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  19. 19

    A methodology for indicators of social development, report 2: an analysis of selected A.I.D. operational indicators and concepts.

    Wilcox LD; McIntosh WA; Byrnes KJ; Callaghan J; Hunter SM; Kim S; James R

    Ames, Iowa, Iowa State University of Science and Technology, 1973 Sep. 82 p. (Sociology Report No. 116; Contract AID/csd-3642)

    The purpose of this report was to develop a method for developing countries to use in constructing indicators of social development for monitoring progress as each country defines it. Analysis is based on a taxonomy of 6 indicator types (policy descriptive, nonmanipulable, output, output distribution, impact and response), and on specific conceptualizations of society, social development, and indicators of social development. 4 sectors were specified: agriculture, education, health, and public administration. The agriculture sector is discussed in this report. Working definitions for the following key concepts were constructed: indicator, social indicator, project achievement indicator, system, subsystem society, institution and social development. The level of analysis of social development was designated as the interinstitutional or societal level. An interinstitutional hypothetical model is presented which allows societal analysis through the study of the interchanges among various societal institutions. In the future, projects should be evaluated from a holistic social development perspective rather than as autonomous programs.
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  20. 20

    [Effects of high population growth rates] [Statement].

    Benedick RE

    [Unpublished] 1980. 28 p.

    This document contains the testimony presented by R. E. Benedick, the Coordinator of Population Affairs of the U.S. Department of State, before the House Subcommittee on International Economic Policy and Trade on February 29, 1980. The Population Affairs Coordinator 1) described how rapid population growth erodes the impact of development programs in developing countries; 2) urged the adoption of U.S. policies to ameliorate the problem; and 3) described the duties and specific activities of the office of the Population Affairs Coordinator. Population growth erodes the impact of development programs by 1) increasing the amount of money spent on consumption goods and reducing the amount of money available for investment; 2) diverting scarce foreign exchange to food imports; 3) increasing the amount that must be allocated to service provision; and 4) enhancing the already existing problems of unemployment, overcrowding, inadequate housing, urbanization, and international migration. Although some progress has been made in reducing fertility rates in Indonesia, Thailand, Colombia, and Mexico, most countries have made little headway in reducing population growth. In order to significantly reduce population growth in the future, high priority must be placed on 1) extending family planning services in rural areas; 2) developing more effective contraceptive methods; 3) improving social and economic conditions so as to facilitate family planning motivation; and 4) encourage the political leaders in developing countries to commit themselves to population growth reduction. In accordance with these priorities, the U.S. should 1) provide more funding support for bilateral family planning program assistance, contraceptive retailing programs, and paramedical training programs; 2) allocate more funds for biomedical and motivational research and less for demographic and social science research; 3) encourage the leaders in developing countries to strengthen population programs; and 4) strengthen USAID commitment to population growth reduction and increase our contribution to UNFPA. The duties of the office of Population Affairs Coordinator are 1) to encourage U. S. diplomatic support of U.S. and international population policies; 2) to serve as a spokesman for U.S. and international population policies; and 3) to utilize all opportunities to implement these policies and to enhance program effectiveness by cooperation with other government and non-government agencies and organizations. The specific activities of the office are also described.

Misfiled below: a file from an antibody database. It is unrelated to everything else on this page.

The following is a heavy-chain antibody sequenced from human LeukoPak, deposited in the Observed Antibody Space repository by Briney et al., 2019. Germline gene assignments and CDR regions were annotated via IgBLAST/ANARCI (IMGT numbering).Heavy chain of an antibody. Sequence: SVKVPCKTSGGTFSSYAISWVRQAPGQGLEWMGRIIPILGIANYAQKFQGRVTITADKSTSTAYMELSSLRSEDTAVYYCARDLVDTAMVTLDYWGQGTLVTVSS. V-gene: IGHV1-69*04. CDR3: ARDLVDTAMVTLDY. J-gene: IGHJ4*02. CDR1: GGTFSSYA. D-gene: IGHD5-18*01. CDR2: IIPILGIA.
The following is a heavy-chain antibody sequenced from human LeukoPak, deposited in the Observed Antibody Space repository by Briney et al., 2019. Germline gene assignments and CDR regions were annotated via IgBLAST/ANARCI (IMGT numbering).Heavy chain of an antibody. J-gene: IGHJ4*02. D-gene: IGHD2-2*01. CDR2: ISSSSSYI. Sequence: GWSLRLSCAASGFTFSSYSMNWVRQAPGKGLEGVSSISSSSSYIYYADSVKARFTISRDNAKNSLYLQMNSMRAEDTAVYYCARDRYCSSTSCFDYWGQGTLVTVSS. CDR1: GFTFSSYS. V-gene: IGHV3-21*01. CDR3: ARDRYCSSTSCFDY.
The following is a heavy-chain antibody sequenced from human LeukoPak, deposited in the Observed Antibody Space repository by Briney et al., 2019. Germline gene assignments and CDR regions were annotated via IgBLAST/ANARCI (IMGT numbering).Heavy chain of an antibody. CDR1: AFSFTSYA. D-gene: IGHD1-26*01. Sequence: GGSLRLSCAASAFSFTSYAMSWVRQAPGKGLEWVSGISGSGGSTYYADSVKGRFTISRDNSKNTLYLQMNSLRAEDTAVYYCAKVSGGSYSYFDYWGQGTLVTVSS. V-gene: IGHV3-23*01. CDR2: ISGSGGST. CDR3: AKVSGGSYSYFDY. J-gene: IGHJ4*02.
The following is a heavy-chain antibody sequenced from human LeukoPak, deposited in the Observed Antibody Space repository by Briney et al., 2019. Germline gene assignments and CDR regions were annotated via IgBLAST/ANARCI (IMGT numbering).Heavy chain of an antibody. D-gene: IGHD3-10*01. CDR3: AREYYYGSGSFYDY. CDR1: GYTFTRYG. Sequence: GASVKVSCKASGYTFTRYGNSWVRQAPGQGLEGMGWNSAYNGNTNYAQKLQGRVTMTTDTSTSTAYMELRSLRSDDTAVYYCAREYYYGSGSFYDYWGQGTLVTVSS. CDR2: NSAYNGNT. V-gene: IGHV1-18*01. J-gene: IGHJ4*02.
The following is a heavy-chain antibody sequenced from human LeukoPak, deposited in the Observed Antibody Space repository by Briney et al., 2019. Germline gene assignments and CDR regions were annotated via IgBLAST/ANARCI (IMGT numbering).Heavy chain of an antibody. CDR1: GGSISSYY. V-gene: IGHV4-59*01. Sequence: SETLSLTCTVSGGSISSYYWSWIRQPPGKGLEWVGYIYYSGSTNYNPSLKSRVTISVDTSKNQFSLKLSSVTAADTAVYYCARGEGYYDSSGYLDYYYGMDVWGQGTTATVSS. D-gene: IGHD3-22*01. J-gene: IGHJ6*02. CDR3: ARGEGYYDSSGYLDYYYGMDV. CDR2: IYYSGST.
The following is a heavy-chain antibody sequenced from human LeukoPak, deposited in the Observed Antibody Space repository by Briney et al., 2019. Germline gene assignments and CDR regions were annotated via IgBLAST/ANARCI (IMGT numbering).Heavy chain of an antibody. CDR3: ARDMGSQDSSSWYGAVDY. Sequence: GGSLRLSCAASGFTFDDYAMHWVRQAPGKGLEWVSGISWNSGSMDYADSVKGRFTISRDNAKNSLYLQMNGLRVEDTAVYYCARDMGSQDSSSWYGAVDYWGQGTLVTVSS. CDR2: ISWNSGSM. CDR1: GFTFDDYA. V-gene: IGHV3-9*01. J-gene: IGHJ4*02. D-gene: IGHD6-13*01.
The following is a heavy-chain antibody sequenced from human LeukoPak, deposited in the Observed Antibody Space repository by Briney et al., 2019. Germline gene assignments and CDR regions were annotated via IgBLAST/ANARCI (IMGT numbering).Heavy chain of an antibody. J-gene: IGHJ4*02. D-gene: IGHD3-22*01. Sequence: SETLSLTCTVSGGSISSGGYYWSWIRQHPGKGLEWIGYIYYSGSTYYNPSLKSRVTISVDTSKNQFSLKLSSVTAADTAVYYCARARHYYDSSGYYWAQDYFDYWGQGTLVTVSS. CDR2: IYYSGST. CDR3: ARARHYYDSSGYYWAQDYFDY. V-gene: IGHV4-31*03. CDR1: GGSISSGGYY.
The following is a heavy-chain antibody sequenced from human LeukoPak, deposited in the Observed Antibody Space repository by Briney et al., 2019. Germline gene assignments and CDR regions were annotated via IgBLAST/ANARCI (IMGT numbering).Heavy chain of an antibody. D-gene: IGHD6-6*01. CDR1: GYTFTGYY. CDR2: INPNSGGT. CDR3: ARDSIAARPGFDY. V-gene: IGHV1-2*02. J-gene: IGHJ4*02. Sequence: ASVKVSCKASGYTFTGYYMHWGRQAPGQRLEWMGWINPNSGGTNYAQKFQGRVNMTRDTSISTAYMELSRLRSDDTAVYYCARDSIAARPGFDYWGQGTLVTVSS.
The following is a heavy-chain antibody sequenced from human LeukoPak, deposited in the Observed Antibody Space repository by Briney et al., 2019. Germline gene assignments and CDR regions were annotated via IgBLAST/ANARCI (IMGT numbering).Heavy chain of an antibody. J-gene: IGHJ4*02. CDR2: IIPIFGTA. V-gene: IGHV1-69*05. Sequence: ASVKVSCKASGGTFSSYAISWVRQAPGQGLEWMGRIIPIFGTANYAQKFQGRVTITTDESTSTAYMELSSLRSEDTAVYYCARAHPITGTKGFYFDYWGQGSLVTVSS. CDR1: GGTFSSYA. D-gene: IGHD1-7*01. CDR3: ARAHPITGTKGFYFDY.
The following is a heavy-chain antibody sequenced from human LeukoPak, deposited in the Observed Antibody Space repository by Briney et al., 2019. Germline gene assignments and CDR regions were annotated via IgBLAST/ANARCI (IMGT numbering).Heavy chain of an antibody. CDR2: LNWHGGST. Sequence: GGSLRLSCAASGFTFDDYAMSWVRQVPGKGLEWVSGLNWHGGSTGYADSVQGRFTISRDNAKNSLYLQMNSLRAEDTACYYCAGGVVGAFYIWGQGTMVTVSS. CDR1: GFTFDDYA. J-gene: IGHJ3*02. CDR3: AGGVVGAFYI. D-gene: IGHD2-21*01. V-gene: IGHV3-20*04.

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  21. 21

    Annual budget submission, Niger FY 1979.

    United States. Agency for International Development [USAID]

    [Unpublished] [1979]. 56 p.

    USAID has developed its program in Niger from one of emergency food aid and drought relief to one of medium term activity. The program has emphasized increased food production and small farmers. By December 1977, the supported programs will be the Niger Cereals Program, Phase 1; Niamey Department Rural Development, Phase 1; Niger Range and Livestock, Phase 1; the Niger Rural Health Program; and, INRAN Agricultural Economic Research Program. These programs represent $40 million to be spent in the next few years. The Niger Cereals Program, scheduled to complete its first phase in FY 79, represents $13 million and the Mission is submitting a $21 million (U.S. inputs) second phase, 1979-83. In both phases the Cereals program's investment amounts to $42 million over 8 years. Two programs recommended for funding are one for training and education of a rural development cadre, and one for managing irrigation in arid and semiarid climates. Regional activities under the Sahel Devleopment Program are also supported by USAID. Support for the Niger Departmetn of Water and Forestry, the Niger Rural Roads Program, and development of better watered agricultural lands in the south is recommended.